Native Raspberries - Nature's organic fruit

Native raspberry is a slightly paler red than an English raspberry and has a tarter taste and softer flesh. It has a very short season and shelf life so is best eaten fresh but can be frozen too.

Atherton Raspberry is a tropical raspberry native to Australia and Papua New Guinea. Unlike the exotic raspberry, this delightful bush tucker fruit can thrive in our warmer climates, and can be found in the wild throughout tropical, subtropical and warm temperate QLD.

The secret to taste is timing — these berries may turn red long before they’re truly ripe. Wait until the fruit practically falls off its stem when touched. This could take weeks to start with, but once they get going, be prepared for frequent harvests!

The native raspberry has the potential to be propagated and grown into a commercially viable product, with the biggest advantage being that these fruits grow in natural soils without any addition of fertiliser or chemicals, making them nature’s organic fruit that is right at Australia’s doorstep.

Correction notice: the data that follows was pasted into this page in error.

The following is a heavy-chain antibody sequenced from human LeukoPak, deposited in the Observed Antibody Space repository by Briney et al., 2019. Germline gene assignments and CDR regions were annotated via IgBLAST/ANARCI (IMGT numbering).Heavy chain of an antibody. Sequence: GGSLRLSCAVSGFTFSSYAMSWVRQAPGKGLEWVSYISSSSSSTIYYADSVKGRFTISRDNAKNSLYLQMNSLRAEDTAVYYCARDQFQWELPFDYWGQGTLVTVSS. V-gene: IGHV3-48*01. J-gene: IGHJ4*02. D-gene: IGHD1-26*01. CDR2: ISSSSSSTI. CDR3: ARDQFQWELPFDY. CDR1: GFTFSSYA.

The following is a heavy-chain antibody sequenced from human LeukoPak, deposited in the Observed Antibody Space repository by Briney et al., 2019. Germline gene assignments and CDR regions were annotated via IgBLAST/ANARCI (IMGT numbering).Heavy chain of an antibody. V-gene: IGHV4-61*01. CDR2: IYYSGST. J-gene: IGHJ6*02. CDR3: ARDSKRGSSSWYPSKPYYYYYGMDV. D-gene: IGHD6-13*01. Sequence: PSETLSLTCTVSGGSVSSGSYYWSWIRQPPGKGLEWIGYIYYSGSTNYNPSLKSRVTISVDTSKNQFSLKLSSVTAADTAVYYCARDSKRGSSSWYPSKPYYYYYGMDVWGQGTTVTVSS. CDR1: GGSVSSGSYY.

Native Raspberry | Warndu Australian Bush Tucker © Warndu Pty Ltd. Photographs by Luisa Brimble.

  Common Name: Native Raspberry, Atherton Raspberry

  Scientific or Latin Name: Rubus probus

  Comparison: Tart raspberries

  Seasonality: Rare

  Region: Tropical

◎  Taste Profile: This species produces bright red berries, slightly larger in size and milder in taste than the more commonly known raspberries.

◎  Types: Australia has 8 indigenous raspberries in the true sense that they bear red raspberries on mostly prickly bi-ennial canes.


  • The leaves can be made into tea, which can be helpful for painful menstruation, childbirth, flu, morning sickness, and as a treatment for diarrhoea.
  • The fruit is a mild laxative if eaten in large quantities.

    Traditional Aboriginal Food and Uses

    The red berries have a very similar taste to that of the commercially grown raspberries and were eaten raw by native Aboriginal people.

    Western & Modern

    The sweet red berries can be gathered and eaten raw. Great for cakes, jams, jellies, syrups and sauces.

    You can also use the leaves to make tea which is said to be good for diarrhoea and digestion-related issues.


    Recent research suggests the berries have extremely high anti-oxidant activity and that the berries could be developed for their anti-bacterial properties. The antimicrobial activity of native raspberry juice and dried berries were found to significantly reduce the growth of several species of bacteria.

    There are no current known medicinal uses for this plant.



      Note: The term 'Bush Tucker' and 'Bush Food' are not Warndu's preferred terms for Australian Native Ingredients or Australian Botanicals.

      Images: © Luisa Brimble